Last year I went in for a colonoscopy on July 28th to find out the best treatment options for my diverticulitis. I had been dealing with stomach issues for several years and had to be hospitalized a couple of times due to what the doctors thought were flare ups. I weighed 225 pounds at the beginning of the year, but by July I had lost over 50 pounds. When I saw my GI doctor, he said I’d have to learn to live with it, to which I replied “Live like this? I am dying!”, so he ordered a colonoscopy for two weeks later.
When you have a colonoscopy someone has to drive you home, so both my mother and father came with me but had to wait in the car due to covid.
When they were wheeling me into the operating room I made sure to let them know that I had a beautiful wife and son at home that I needed to see again, so please make sure I wake up. When my eyes opened, the doctor was standing next to me with a look of concern. I jokingly said to her “Was it really that bad up there”. To which she replied “I’m so sorry, but you have cancer”. She said the tumor was massive, so she didn’t need a biopsy to know it was cancer.
At that moment the world stopped. Even though I was lying down, I felt like I was sinking into the earth. A piece of my soul broke off and was forever trapped in that moment in time. I felt like I had been found guilty of a crime and had just been sentenced to death.
Telling my parents was intense, I sobbed like a child as my mother just held my hand and promised to be with me the whole time, no matter what. Over the next couple of days we would discuss plans for my funeral in case I didn’t make it through the surgery. I told her I wanted Somewhere Over The Rainbow by Izzy to be played, which she had never heard before.
A week later I had a 9.875 inch tumor removed from my body and half of my colon removed. The tumor was perforated, meaning leaking, and was about the size of a pot roast. One of the doctors commented on how remarkable my tumor was, and went on to say that they couldn’t figure out how I wasn’t dead already. That’s when I let her know that I smoke copious amounts of cannabis and that could be the reason.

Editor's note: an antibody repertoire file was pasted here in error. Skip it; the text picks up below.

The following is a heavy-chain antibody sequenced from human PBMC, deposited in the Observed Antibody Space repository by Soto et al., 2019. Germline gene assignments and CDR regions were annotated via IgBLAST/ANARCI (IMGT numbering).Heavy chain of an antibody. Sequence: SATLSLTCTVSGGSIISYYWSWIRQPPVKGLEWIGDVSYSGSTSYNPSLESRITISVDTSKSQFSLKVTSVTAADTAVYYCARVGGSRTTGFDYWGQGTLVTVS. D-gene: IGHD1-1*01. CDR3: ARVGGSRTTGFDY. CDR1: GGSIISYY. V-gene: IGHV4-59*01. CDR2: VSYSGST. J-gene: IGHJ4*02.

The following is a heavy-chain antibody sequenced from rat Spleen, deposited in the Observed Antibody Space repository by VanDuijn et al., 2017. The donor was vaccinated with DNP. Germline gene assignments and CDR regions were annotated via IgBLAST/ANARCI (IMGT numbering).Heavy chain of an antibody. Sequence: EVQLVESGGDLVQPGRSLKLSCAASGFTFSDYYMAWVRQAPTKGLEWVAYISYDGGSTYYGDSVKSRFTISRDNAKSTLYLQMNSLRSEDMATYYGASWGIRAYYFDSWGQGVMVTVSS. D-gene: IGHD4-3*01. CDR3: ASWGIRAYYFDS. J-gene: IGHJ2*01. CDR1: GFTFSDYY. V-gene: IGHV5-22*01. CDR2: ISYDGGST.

I went home from the hospital 5 days after surgery with several pain medications, but not only didn’t they help with the pain, but they constipated me. The last thing a person wants who has a colon resection, is to be constipated. I mean, it was years that I couldn’t properly go to the bathroom, so I wanted to try out my new exhaust, but the pain killers wouldn’t let me.
Luckily, I have very good friends in the cannabis industry, and one of them had already shipped me 60 grams of Rick Simpson Oil that arrived the day I got home. I had planned on starting the cycle a couple days after I got home, but I can remember sitting in my recliner telling my Mom that I couldn’t take the pain and constipation, so I was stopping the pain killers and starting the RSO early.
I took about a quarter of a gram and ate it. At this point my back and stomach both hurt like hell and I was extremely constipated. Roughly 30 minutes later I noticed the pain subsiding and I turned to my Mom and said, “I feel like I need to poop”. 15 minutes later, I had my first proper poop in several years. I will be the first to tell you, a good number two will make you feel like number one.
That week I had to go visit the Oncologist to hear my diagnosis, which turned out to be extremely high risk stage 2 cancer. He suggested I start chemo therapy immediately due to the fact that the tumor was perforated and leaking. He said that microscopic particles of the cancer could be floating around and this was the only choice that I had. When I declined and let him know that I would be using RSO instead, he was adamant that I was making a big mistake.
The suggested cycle of RSO is 60 grams in 90 days, but considering the aggressive nature of what I had, I did 60 grams in 60 days. I was very tired at first, but sleep is what I needed anyway at that time. At first I would do .25 grams four times a day, but by 15 days in I could just eat the whole gram at night.
The doctor at Cooper agreed to monitor me even though I wasn’t doing the chemo, and promised to document my cannabis treatment outcome, but I wanted a second opinion. When I told the second doctor that I wasn’t going to do the chemo and instead use RSO, he scolded me like a child and said he would refuse to even monitor me if I chose the path of no chemo, so I stayed with the first oncologist.
I was monitored very frequently with blood tests to check on my CEA levels and my white/red blood counts, each time showing no signs of the cancer returning. At the six month maker I had to get another colonoscopy, CT scan, and test my blood again. When the colonoscopy doctor saw me, she let me know how great I looked since the last time we met, and immediately said “You didn’t do Chemo, did you?”. When she told me I had cancer, I let her know that I had a play book ready for this exact situation and would be using RSO, which is something that she had never heard of.
Three weeks ago I met with my Oncologist to hear the results of all of my tests. When I first met with him I was 160 pounds and frail, on this day though, I weighed in at 193 and looking like a million bucks. He admitted that if I had done the six months of chemo that I would not have gained back that much weight nor look as healthy as I did. He went on to say that all of my tests were clear, with no signs of the cancer returning, and at this point, I was CANCER FREE!
It felt like I was in prison and the Warden just called to stop my execution. I was FREE!